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What is the context of this research?
The goal of this project is to create and evaluate MyHealthEd, a tailored online sexual health curriculum that increases sexual health knowledge and decreases risky sexual behaviors among middle and high school students in rural North Carolina, thereby decreasing rates of teen pregnancy and sexually transmitted diseases (STDs). Once shown to be effective, Liz and Vichi plan to offer this program to public schools across the state and to expand MyHealthEd to include all additional health topics covered in the North Carolina Essential Standards for Health Education.
What is the significance of this project?
Even though the Healthy Youth Act of 2009 requires comprehensive sexual health to be taught at each NC public school, currently, not all students receive comprehensive sexual health education in North Carolina. This contributes to to disproportionately high rates of teen pregnancy and sexually transmitted infections in rural parts of the state. Recently, the North Carolina General Assembly approved Senate Bill 132, mandating that K through 9 curriculum include scientifically inaccurate information on safe abortion care; teachers would be required to teach students about the so-called link between abortion and pre-term deliveries that evidence does not support. In order to prevent prevent pregnancies and sexually transmitted infections among teens in the first place, it is critical that we transform sexual health education in North Carolina because it is the only primary prevention strategy all middle and high school students are exposed to.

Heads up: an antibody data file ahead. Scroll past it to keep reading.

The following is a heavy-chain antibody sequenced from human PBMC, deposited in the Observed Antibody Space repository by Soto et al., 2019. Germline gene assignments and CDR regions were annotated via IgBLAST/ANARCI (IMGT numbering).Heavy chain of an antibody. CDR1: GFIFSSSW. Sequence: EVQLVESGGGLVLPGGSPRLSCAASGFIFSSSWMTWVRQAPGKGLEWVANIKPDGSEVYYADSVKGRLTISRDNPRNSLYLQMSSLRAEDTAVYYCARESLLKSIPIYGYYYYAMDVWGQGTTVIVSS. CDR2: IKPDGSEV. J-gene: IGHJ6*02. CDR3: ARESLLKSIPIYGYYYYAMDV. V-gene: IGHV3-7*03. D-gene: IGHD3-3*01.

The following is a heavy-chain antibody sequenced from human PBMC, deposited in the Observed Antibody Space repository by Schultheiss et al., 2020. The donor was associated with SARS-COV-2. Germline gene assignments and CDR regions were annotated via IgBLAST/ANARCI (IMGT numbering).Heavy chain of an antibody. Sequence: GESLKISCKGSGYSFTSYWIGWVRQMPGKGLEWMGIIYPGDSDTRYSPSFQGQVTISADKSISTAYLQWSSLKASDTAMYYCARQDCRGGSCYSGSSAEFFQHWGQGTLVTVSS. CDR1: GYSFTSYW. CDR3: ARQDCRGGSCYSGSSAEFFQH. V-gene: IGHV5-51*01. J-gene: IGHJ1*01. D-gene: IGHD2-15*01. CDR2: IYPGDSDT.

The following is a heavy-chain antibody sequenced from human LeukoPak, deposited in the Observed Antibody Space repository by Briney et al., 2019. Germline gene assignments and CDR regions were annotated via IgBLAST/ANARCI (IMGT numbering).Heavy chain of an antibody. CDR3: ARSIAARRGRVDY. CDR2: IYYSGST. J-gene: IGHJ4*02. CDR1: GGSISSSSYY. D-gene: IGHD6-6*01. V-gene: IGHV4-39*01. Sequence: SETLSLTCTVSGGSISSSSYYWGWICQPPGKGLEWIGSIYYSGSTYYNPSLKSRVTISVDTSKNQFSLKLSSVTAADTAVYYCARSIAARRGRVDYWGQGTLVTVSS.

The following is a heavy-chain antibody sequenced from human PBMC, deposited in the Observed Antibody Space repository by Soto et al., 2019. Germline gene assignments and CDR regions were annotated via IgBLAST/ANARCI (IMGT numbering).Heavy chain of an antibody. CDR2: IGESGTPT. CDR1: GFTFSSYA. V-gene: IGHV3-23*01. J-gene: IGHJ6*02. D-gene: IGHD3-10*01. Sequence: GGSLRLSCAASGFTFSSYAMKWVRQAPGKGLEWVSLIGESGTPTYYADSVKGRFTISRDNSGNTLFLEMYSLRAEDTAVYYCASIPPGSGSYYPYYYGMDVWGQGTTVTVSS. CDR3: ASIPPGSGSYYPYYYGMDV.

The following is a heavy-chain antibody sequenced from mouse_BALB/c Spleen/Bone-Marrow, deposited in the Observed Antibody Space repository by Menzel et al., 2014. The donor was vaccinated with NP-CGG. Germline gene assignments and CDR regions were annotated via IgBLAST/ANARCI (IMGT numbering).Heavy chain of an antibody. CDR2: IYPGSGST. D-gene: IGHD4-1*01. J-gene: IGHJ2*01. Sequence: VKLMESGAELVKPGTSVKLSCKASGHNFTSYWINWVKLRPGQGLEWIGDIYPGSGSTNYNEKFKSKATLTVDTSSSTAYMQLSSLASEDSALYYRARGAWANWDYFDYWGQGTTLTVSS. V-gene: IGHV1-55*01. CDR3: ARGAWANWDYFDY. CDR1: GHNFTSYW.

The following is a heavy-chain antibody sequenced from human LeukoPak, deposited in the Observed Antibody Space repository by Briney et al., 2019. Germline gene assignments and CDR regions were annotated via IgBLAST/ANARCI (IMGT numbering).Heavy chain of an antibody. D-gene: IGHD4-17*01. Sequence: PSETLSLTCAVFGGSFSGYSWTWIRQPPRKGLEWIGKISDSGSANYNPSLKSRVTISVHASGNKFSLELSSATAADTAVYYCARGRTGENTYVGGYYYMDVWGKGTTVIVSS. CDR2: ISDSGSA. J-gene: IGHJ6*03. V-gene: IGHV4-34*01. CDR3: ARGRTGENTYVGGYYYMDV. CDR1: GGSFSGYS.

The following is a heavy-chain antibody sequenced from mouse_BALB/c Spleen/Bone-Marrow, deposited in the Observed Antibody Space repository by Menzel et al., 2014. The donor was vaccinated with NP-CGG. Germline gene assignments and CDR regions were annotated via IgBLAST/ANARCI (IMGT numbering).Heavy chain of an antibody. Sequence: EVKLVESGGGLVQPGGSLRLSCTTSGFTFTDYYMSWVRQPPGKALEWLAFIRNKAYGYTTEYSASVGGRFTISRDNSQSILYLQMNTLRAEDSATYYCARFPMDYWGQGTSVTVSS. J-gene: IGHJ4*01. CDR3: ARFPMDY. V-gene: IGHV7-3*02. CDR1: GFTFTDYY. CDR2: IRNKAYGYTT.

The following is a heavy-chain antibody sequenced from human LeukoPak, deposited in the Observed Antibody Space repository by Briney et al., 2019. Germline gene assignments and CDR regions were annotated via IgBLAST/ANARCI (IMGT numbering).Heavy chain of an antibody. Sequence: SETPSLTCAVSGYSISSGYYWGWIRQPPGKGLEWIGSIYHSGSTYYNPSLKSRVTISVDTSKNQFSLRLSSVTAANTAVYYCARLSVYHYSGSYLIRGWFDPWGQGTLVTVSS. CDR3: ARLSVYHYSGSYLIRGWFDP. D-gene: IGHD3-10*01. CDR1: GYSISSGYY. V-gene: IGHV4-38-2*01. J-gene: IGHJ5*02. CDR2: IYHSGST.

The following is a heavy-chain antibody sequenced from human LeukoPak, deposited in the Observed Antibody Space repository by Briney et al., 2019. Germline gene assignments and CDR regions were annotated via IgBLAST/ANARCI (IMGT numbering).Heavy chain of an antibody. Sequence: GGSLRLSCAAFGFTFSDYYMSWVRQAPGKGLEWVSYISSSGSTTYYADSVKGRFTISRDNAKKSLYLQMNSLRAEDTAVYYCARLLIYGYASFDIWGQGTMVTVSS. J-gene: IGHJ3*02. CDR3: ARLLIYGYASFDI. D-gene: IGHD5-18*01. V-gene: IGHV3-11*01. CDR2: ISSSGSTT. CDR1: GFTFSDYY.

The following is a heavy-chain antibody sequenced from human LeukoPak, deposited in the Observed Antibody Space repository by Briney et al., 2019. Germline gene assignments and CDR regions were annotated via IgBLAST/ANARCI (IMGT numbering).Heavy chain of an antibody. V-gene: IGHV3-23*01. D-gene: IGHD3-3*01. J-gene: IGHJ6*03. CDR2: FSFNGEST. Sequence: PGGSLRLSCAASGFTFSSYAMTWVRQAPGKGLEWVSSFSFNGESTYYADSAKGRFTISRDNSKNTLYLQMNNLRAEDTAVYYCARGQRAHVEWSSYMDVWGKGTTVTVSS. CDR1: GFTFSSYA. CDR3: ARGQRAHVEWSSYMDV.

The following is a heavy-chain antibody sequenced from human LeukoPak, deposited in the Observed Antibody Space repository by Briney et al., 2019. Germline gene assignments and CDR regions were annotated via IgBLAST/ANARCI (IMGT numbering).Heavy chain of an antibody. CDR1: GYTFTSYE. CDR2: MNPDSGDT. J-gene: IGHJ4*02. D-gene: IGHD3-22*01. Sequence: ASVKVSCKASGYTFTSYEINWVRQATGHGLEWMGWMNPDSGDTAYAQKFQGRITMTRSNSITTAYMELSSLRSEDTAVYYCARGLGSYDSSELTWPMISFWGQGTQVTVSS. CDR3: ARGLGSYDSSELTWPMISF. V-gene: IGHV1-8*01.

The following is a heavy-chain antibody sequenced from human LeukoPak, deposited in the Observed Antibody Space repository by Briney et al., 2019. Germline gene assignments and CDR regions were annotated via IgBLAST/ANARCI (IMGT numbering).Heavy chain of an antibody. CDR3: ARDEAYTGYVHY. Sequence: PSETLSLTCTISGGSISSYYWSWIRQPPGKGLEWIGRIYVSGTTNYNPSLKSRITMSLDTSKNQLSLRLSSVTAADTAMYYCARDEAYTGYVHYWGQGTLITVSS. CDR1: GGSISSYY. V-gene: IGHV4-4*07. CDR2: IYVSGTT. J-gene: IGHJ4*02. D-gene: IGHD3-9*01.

What are the goals of the project?
Liz and Vichi will use the funds to create a sexual health curriculum that students can access via the internet. At the start of the MyHealthEd course, students will log in and complete a questionnaire on health knowledge and behaviors. Based on their individual survey responses, the software will then generate a curriculum tailored to each student. The students will then work through a series of interactive modules that will also assess sexual health knowledge and behaviors along the way. Not only will MyHealthEd improve sexual health outcomes, but it will also contribute to the evidence base on the effectiveness of tailored on-line curricula in preventing teen pregnancy and STIs. Liz and Vichi plan to have a prototype of MyHealthEd's sexual health curriculum ready to pilot in five rural public schools by January 2014. MyHealthEd will have pre- and post-assessments built into the curriculum, so it will be possible to evaluate the effectiveness of the intervention in changing sexual health knowledge and behaviors.